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Vassar residents headed to Women’s March on Washington

Two Vassar women with strong convictions about the future of the country will rally in Washington, D.C. the same week President-elect Donald Trump is sworn in as the nation’s next president.

Jody Liebmann
Jody Liebmann

The national Women’s Walk on Washington is set to begin 10 a.m. Saturday, Jan. 21 at the intersection of Independence Ave. and Third Street Southwest, near the U.S. Capitol, the day after Trump is inaugurated.

Women across the country and male allies will travel in busloads to the nation’s capital to rally to protect rights of women, their families and communities.

Vassar residents Cathy DuBois and daughter Sadie DuBois will be among them.

“I’m going because of our President-elect,” Cathy DuBois said. “I’m seriously concerned about women’s rights. Everything that Trump stands for I absolutely disagree with. I’m worried about my daughter’s rights as a woman — I’m worried about immigrants — everything this man stands for I’m against.”

Cathy DuBois said she found out about the walk through a Facebook post two months ago.

She said she has the kind of concerns she’s never been worried about during her 55 years.

Cathy DuBois said she has never attended an event like this, and will be traveling to D.C. by bus with 300 fellow protesters from mid-Michigan.

Sadie DuBois, 14, said it is important for her to go to the march because she wants to show Trump that everybody has equal rights, including young people.

“I feel that for young people to go to this walk shows that young people do have voices in this and young people do care about what our futures are going to be like,” she said. “We want to show our voices, and what we think about (Trump) being our president and how he’s going to affect kids my age because we will be growing up when he’s president.”

The DuBois’ will travel with Jody Liebmann, the mid-Michigan coordinator for the march that includes areas of Tuscola County and extends as far as Midland county, where she resides.

Liebmann said this is not her first trip to walk or protest in Washington, having traveled to attend events including the 50th anniversary of the March on Washington for Jobs and Freedom in 2013.

“I think with the current political climate, I think it’s important for people to stand up against misogyny and the sexism that we saw during this political season,” said Liebmann. “And that somehow by the tapes being released from Donald Trump and that didn’t seem to have an effect on people or change their minds about the type of leader they wanted it was pretty distressing.”

Those tapes refer to recordings released in October of Trump speaking with former Access Hollywood host Billy Bush. The two engaged in a conversation with both making lewd remarks toward women.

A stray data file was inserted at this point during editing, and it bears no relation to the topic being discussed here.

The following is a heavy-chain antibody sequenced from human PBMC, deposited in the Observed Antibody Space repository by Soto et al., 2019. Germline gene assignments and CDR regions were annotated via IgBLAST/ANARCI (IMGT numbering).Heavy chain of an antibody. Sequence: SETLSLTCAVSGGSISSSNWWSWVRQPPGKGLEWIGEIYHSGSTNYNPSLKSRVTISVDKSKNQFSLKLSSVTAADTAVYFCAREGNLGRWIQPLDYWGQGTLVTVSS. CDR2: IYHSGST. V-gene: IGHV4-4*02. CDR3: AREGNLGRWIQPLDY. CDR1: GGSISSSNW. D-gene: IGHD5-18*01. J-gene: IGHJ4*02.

Cathy DuBois said she believes the Trump campaign was built on bullying and she believes he will bring out the hatred in U.S. citizens.

“He scares me and he’s surrounded himself with rich, white businessmen who know absolutely nothing about running a country,” she added.

Participants will leave at 11 p.m. Friday, Jan. 20 from Unitarian Universalist Fellowship of Midland, 6220 Jefferson Ave., Midland and are scheduled to arrive in Washington, D.C. Saturday morning.  the group plans on engaging in various activities and listening to different speakers upon arrival. The cost of travel varies by bus and hotel cost. Liebmann said the last bus costs $98 and the money must be turned in to her as soon as possible. A post about the bus registration can be found at

Liebmann said the rally is also meant to create an atmosphere of tolerance for all groups in the U.S.

More information about the national rally and state marches can be found at or the Women’s March on Facebook page

“I know that there’s buses coming from all over the country,” added Liebmann. “Then we’ll leave at 5 p.m. Saturday and then we’ll come back home Sunday morning for church.”

Liebmann expects up to 200,000 participants at the event.

Women’s protests have included marches for decades. Women organized a suffrage march the day after Woodrow Wilson was inaugurated March 3, 1913. On Jan. 15, 1968, Jeannette Rankin Brigade led a protest in Washington, D.C. with at least 5,000 women in opposition to the Vietnam War. The women’s movement continued with a march known as the Women’s Strike for Equality on Aug. 26, 1970 where 20,000 women protested in the nation’s capital, New York City and other locations demanding equal rights.

Others include the March for Equal Rights Amendment Aug. 26, 1977 and July 11, 1978, March For Women’s Lives – Reproductive Rights Rally on March 9, 1986, and the pro-choice rally March for Women’s Lives in 1989, 1992 and 2004.

In Tuscola County, 25,026 county residents voted in the November general election, according to Tuscola County Election Results. Nearly 66 percent voted for Trump.

According to the highest female support for Trump nation-wide working-class white women, voting at 62 percent for the businessman. Those supporters believed “frustrations among white working-class women about diminished possibilities for their husbands and sons to provide for their families,” according to the article titled “Why did so many white women vote for Donald Trump.”

For more information about registration, contact Liebmann at or call at 989-750-7249.

Debanina Seaton is a reporter for The Advertiser and can be reached at

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